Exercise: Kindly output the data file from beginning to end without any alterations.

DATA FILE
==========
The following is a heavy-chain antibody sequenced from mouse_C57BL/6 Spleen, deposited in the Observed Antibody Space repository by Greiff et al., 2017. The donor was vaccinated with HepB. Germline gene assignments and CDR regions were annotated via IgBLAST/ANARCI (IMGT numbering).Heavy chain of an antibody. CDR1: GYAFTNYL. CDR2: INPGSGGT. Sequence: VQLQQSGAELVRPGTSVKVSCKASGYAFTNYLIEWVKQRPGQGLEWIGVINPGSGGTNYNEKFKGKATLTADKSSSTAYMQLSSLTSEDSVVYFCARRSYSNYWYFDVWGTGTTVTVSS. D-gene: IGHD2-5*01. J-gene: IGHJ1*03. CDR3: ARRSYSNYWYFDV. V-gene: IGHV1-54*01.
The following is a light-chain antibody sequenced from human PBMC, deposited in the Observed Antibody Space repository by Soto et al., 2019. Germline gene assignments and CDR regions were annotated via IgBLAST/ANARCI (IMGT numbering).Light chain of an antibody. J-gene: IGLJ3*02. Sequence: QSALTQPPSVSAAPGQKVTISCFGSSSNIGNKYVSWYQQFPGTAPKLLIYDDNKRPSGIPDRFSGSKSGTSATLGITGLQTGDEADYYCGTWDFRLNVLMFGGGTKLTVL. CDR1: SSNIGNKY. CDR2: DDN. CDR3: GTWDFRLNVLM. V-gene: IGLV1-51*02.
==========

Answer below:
The following is a heavy-chain antibody sequenced from mouse_C57BL/6 Spleen, deposited in the Observed Antibody Space repository by Greiff et al., 2017. The donor was vaccinated with HepB. Germline gene assignments and CDR regions were annotated via IgBLAST/ANARCI (IMGT numbering).Heavy chain of an antibody. CDR1: GYAFTNYL. CDR2: INPGSGGT. Sequence: VQLQQSGAELVRPGTSVKVSCKASGYAFTNYLIEWVKQRPGQGLEWIGVINPGSGGTNYNEKFKGKATLTADKSSSTAYMQLSSLTSEDSVVYFCARRSYSNYWYFDVWGTGTTVTVSS. D-gene: IGHD2-5*01. J-gene: IGHJ1*03. CDR3: ARRSYSNYWYFDV. V-gene: IGHV1-54*01.
The following is a light-chain antibody sequenced from human PBMC, deposited in the Observed Antibody Space repository by Soto et al., 2019. Germline gene assignments and CDR regions were annotated via IgBLAST/ANARCI (IMGT numbering).Light chain of an antibody. J-gene: IGLJ3*02. Sequence: QSALTQPPSVSAAPGQKVTISCFGSSSNIGNKYVSWYQQFPGTAPKLLIYDDNKRPSGIPDRFSGSKSGTSATLGITGLQTGDEADYYCGTWDFRLNVLMFGGGTKLTVL. CDR1: SSNIGNKY. CDR2: DDN. CDR3: GTWDFRLNVLM. V-gene: IGLV1-51*02.